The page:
- Rezone according to details in the Land Use & Zoning Element in order to allow the desired uses by-right.
- Pursue State permission and funding to redesign Route 28 from a highway into a reduced safer traffic-calmed pedestrian Main Street that is conducive to successful leisure retail uses.
- Invest in localized sewer infrastructure along Main Street in order to literally support the wastewater treatment needs of high-water usage retail and residential uses.
RECOMMENDATION 20.2: Coordinate the multi-pronged transformation of Route 28 intoa traditional Main Street through the deliberate sequencing of the three primary decisions.
- The Town could initiate and pursue discussions on all three fronts for rezoning, localized sewer along Main Street, and streetscape redesign permission and funding.
- The Town can complete zoning amendments with urban design guidelines and/or streetscape improvement final design plans.
- However, the actual construction of streetscape improvements should not occur until after localized sewer along Main Street has been installed so as to not unnecessarily rip up streetscape improvements.
- The Town should finalize, approve and install localized sewer along Main Street.
Decisively state upfront to prospective businesses how residents want to see Main Street transformed with urban design guidelines Expand
RECOMMENDATION 21.1: Create specific enough but not overly prescriptive urban design guidelines to save all parties review time, and minimize potential opposition. Leverage the guidelines with Site Plan Review. Consider the following guidelines for inclusion:
- Pedestrian Main Street oriented site plan layouts with the building placement as close as possible to a future Main Street with sidewalks, cafes, seating areas and slower traffic.
- Strategic/flexible open space requirements where some or most is required near the front building entrance to create usable space.
- Closer "build-to"lines to create a "streetwall".
- Reduced front yard parking with outdoor seating areas and amenities.
- Majority of the parking to the rear and sides, with potential incentives for encouraging shared "side yard" parking lot access points to minimize traffic congestion for those driving to next-door developments.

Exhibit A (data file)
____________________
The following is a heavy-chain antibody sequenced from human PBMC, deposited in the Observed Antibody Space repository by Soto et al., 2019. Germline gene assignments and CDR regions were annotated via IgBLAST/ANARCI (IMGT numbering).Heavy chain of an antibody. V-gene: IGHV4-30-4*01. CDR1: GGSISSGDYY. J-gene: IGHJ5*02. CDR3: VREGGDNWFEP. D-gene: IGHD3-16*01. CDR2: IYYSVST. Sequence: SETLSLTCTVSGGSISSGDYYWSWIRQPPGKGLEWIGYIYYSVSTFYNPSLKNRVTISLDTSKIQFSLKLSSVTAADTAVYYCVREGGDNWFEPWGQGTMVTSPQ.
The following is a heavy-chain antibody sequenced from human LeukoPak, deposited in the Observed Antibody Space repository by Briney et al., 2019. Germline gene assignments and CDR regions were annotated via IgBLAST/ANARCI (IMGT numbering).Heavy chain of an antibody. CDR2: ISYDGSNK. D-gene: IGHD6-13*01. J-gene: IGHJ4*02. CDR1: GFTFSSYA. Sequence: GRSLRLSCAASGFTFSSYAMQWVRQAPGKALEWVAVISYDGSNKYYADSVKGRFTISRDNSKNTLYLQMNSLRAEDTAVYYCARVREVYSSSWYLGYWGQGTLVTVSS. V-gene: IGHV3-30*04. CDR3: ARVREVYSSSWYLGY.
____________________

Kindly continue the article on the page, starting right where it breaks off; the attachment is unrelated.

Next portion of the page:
- Lot consolidation incentives to encourage the redevelopment of adjacent parcels that might be too small to be redeveloped individually.
Address community development needs for housing options not limited to only a transformed Main Street Expand
RECOMMENDATION 22.1: Housing options are needed for seniors, young adults, and those with limited mobility and/or unforeseen life circumstances. These housing options should not be limited to only within a rezoned mixed-use/residential Main Street but also to a different extent within certain nearby, smaller-lot residential neighborhoods. Details are specified in the Housing Element of the Master Plan.
RECOMMENDATION 23.1: Remain vigilant to maintain the Town’s percentage of free cash within the State’s recommended 5-15%target range to have a healthy municipal reserve for unforeseen circumstances.
RECOMMENDATION 23.2: Beyond desired access for retail shops, potential office related job creation, and more residential options, the Town should allow for more of these land uses by-right in order to recalibrate the Town’s property tax base to be less dependent on single-family residential property taxes.
RECOMMENDATION 24.1: State regional Metro North WDA industry and job projections foresee growth in the professional/technical/ scientific, and hospitality-related industry sectors. Allow these uses by-right in Town zoning, and make these zoning changes prominently known on theTown website, at business associations, and the Chamber of Commerce in order to attract exiting major regional employers who could be potentially looking to relocate or expand.